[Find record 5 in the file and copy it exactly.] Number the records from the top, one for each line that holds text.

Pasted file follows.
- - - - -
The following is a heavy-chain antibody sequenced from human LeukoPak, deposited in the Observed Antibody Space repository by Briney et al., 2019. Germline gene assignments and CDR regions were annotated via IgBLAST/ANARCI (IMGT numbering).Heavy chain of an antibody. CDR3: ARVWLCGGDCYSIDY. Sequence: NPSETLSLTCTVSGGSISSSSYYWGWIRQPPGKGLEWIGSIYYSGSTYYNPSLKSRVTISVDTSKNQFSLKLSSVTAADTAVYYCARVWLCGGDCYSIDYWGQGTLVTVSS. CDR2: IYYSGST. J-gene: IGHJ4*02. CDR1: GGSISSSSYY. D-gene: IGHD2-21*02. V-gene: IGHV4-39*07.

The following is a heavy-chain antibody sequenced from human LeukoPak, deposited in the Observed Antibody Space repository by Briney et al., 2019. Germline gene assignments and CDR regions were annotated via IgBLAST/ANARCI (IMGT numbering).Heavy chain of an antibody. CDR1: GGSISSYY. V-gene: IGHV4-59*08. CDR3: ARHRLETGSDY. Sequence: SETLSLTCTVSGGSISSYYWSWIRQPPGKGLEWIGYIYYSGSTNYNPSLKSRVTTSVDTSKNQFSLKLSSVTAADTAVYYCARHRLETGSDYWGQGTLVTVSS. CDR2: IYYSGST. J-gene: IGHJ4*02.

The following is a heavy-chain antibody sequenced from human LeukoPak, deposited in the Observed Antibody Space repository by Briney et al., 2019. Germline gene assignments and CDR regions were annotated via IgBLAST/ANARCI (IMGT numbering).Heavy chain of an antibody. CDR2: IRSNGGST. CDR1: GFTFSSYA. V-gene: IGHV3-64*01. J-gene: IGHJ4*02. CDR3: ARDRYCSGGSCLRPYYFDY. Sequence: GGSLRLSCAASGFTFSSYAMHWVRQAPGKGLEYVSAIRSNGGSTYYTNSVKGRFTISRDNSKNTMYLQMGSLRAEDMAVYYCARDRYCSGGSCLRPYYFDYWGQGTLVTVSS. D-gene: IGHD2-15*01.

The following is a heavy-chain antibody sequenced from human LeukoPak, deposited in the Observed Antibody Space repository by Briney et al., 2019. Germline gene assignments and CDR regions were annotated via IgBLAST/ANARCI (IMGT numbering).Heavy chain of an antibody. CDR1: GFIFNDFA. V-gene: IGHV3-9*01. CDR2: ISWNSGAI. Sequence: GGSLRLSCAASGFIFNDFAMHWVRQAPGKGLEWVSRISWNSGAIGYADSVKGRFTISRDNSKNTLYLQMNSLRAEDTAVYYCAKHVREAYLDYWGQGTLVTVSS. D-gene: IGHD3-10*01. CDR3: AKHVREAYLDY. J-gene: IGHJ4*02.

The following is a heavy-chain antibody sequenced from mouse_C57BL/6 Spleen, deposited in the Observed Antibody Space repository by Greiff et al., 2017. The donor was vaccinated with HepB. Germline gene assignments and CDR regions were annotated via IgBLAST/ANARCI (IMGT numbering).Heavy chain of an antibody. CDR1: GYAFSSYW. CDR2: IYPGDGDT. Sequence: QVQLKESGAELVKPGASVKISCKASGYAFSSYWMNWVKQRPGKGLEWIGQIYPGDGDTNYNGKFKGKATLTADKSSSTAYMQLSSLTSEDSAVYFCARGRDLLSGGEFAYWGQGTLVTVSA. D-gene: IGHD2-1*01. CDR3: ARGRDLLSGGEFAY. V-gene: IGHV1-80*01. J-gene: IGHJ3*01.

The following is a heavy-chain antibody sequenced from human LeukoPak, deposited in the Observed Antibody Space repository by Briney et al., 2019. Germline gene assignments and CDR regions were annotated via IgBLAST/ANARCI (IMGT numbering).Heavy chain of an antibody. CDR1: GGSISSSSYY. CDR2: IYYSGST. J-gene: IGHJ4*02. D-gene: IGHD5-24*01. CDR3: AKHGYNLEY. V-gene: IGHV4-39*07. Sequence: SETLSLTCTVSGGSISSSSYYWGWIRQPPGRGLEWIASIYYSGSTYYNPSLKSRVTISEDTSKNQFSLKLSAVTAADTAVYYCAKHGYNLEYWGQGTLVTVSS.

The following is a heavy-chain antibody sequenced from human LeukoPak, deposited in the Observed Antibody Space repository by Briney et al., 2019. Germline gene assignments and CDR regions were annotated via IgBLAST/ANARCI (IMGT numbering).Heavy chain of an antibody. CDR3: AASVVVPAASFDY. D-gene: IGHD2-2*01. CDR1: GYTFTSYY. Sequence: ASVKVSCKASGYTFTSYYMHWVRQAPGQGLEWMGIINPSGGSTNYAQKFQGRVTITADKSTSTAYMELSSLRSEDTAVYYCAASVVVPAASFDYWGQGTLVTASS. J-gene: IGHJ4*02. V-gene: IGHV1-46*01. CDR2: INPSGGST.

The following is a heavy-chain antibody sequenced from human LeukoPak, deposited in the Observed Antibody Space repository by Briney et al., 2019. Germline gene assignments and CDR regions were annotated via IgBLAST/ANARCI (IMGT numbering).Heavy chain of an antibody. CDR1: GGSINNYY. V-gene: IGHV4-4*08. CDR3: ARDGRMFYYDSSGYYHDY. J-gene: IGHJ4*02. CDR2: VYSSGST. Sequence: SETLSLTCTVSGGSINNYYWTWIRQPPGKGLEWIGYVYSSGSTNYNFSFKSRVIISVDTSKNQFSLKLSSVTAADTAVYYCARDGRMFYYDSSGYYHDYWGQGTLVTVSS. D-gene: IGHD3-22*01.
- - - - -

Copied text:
The following is a heavy-chain antibody sequenced from mouse_C57BL/6 Spleen, deposited in the Observed Antibody Space repository by Greiff et al., 2017. The donor was vaccinated with HepB. Germline gene assignments and CDR regions were annotated via IgBLAST/ANARCI (IMGT numbering).Heavy chain of an antibody. CDR1: GYAFSSYW. CDR2: IYPGDGDT. Sequence: QVQLKESGAELVKPGASVKISCKASGYAFSSYWMNWVKQRPGKGLEWIGQIYPGDGDTNYNGKFKGKATLTADKSSSTAYMQLSSLTSEDSAVYFCARGRDLLSGGEFAYWGQGTLVTVSA. D-gene: IGHD2-1*01. CDR3: ARGRDLLSGGEFAY. V-gene: IGHV1-80*01. J-gene: IGHJ3*01.